Crucially, Monte Carlo simulations ignore everything that is not built into the price movement (macro trends, company leadership, hype, cyclical factors); in other words, they assume perfectly efficient markets. For example, the fact that Time Warner lowered its guidance for the year on November 4 is not reflected here, except in the price movement for that day, the last value in the data; if that fact were accounted for, the bulk of simulations would probably not predict a modest rise in price.

Stochastic Modeling
Stochastic modeling is a form of financial modeling that includes ... 
Random Variable
A random variable is a variable whose value is unknown or a function ... 
Stress Testing
Stress testing is a simulation technique used on asset and liability ... 
Random Walk Index
Random Walk Index compares a security’s price movements to a ... 
Exponential Growth
Exponential growth is a pattern of data that shows greater increases ... 
Bell Curve
A bell curve is the most common type of distribution for a variable.

Investing
Using Monte Carlo Simulations in Financial Plans
A Monte Carlo forecast can be a great tool that helps financial planners guide clients. 
Investing
Create a Monte Carlo Simulation Using Excel
How to apply the Monte Carlo Simulation principles to a game of dice using Microsoft Excel. 
Investing
Why Your Investment Growth Calculator May Be Wrong
Many simple investment growth calculators fall short, so here's one you should use instead.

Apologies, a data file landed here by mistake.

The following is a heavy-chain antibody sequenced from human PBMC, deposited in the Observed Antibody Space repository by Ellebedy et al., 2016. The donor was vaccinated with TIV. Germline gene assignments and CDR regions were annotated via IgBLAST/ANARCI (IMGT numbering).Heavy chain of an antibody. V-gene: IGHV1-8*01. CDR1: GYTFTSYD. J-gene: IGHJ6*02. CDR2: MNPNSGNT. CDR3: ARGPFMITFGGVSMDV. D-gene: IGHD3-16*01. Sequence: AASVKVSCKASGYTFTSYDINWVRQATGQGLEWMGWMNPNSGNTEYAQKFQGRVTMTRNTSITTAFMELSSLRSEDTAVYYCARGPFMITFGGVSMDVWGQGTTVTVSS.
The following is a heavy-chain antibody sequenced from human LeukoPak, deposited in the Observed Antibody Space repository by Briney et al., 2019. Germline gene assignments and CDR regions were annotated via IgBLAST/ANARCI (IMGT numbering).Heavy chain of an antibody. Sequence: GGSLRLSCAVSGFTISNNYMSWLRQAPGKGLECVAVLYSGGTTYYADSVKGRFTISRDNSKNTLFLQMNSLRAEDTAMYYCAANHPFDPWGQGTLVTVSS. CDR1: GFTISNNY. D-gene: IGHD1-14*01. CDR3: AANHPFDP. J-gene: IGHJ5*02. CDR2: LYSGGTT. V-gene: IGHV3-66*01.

Personal Finance
Stock Market Simulators: Play Your Way to Profits
Online stock simulators make learning about stocks as fun and easy as playing a game. 
Investing
Simulator HowTo Guide
A stock simulator allows you to use fake money on real stocks. Learn how to buy a stock watch the result. 
Investing
Bet Smarter With the Monte Carlo Simulation
This technique can reduce uncertainty in estimating future outcomes. 
Investing
Monte dei Paschi Braces for Bailout as Capital Raise Flounders
Bondholders are wary of exchanging their debt for the Italian bank's nearworthless shares, but the alternative might be to lose it all.

How is standard deviation used to determine risk?
Understand the basics of calculation and interpretation of standard deviation, and how it is used to measure and determine ... Read Answer >> 
What is the difference between standard deviation and average deviation?
Understand the basics of standard deviation and average deviation, including how each is calculated and why standard deviation ... Read Answer >> 
What does standard deviation measure in a portfolio?
Dig deeper into the investment uses of and mathematical principles behind standard deviation as a measurement of portfolio ... Read Answer >> 
How is risk aversion measured in Modern Portfolio Theory (MPT)?
Find out how risk aversion is measured in modern portfolio theory (MPT), how it is reflected in the market and how MPT treats ... Read Answer >>